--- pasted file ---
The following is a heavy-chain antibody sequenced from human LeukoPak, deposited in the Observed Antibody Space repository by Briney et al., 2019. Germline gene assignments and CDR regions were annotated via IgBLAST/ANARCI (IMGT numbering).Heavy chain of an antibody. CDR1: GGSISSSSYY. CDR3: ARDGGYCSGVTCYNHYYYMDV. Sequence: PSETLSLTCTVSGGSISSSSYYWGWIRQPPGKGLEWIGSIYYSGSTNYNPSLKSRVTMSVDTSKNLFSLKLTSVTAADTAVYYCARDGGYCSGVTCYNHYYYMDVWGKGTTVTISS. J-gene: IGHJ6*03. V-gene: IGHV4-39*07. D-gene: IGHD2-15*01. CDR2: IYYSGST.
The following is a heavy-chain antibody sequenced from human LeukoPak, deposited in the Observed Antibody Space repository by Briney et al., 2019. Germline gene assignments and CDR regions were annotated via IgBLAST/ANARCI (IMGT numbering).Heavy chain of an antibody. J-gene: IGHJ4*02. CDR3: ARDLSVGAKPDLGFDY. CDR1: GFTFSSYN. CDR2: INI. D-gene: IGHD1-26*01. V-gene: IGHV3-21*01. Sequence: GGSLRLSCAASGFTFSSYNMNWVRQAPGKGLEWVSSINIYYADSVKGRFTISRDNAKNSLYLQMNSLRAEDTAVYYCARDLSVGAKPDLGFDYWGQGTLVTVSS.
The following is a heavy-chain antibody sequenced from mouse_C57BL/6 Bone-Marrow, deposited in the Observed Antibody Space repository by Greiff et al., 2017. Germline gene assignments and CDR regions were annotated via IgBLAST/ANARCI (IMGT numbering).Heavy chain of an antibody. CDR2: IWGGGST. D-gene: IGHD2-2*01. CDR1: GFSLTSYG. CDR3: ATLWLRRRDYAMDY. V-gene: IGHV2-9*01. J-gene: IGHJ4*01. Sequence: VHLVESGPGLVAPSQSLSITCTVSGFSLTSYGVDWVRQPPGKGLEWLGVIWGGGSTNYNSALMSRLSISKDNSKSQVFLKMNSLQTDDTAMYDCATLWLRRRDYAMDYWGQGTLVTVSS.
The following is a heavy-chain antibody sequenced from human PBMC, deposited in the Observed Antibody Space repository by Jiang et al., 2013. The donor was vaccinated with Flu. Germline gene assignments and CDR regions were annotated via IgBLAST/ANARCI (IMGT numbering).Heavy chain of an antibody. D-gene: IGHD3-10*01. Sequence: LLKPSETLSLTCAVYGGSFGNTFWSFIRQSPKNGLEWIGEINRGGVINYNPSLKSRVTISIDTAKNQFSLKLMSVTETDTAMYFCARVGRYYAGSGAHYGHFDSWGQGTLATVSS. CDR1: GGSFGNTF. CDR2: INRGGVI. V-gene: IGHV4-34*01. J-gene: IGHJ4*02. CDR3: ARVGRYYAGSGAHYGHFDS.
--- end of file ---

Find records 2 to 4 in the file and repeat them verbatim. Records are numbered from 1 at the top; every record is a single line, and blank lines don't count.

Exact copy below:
The following is a heavy-chain antibody sequenced from human LeukoPak, deposited in the Observed Antibody Space repository by Briney et al., 2019. Germline gene assignments and CDR regions were annotated via IgBLAST/ANARCI (IMGT numbering).Heavy chain of an antibody. J-gene: IGHJ4*02. CDR3: ARDLSVGAKPDLGFDY. CDR1: GFTFSSYN. CDR2: INI. D-gene: IGHD1-26*01. V-gene: IGHV3-21*01. Sequence: GGSLRLSCAASGFTFSSYNMNWVRQAPGKGLEWVSSINIYYADSVKGRFTISRDNAKNSLYLQMNSLRAEDTAVYYCARDLSVGAKPDLGFDYWGQGTLVTVSS.
The following is a heavy-chain antibody sequenced from mouse_C57BL/6 Bone-Marrow, deposited in the Observed Antibody Space repository by Greiff et al., 2017. Germline gene assignments and CDR regions were annotated via IgBLAST/ANARCI (IMGT numbering).Heavy chain of an antibody. CDR2: IWGGGST. D-gene: IGHD2-2*01. CDR1: GFSLTSYG. CDR3: ATLWLRRRDYAMDY. V-gene: IGHV2-9*01. J-gene: IGHJ4*01. Sequence: VHLVESGPGLVAPSQSLSITCTVSGFSLTSYGVDWVRQPPGKGLEWLGVIWGGGSTNYNSALMSRLSISKDNSKSQVFLKMNSLQTDDTAMYDCATLWLRRRDYAMDYWGQGTLVTVSS.
The following is a heavy-chain antibody sequenced from human PBMC, deposited in the Observed Antibody Space repository by Jiang et al., 2013. The donor was vaccinated with Flu. Germline gene assignments and CDR regions were annotated via IgBLAST/ANARCI (IMGT numbering).Heavy chain of an antibody. D-gene: IGHD3-10*01. Sequence: LLKPSETLSLTCAVYGGSFGNTFWSFIRQSPKNGLEWIGEINRGGVINYNPSLKSRVTISIDTAKNQFSLKLMSVTETDTAMYFCARVGRYYAGSGAHYGHFDSWGQGTLATVSS. CDR1: GGSFGNTF. CDR2: INRGGVI. V-gene: IGHV4-34*01. J-gene: IGHJ4*02. CDR3: ARVGRYYAGSGAHYGHFDS.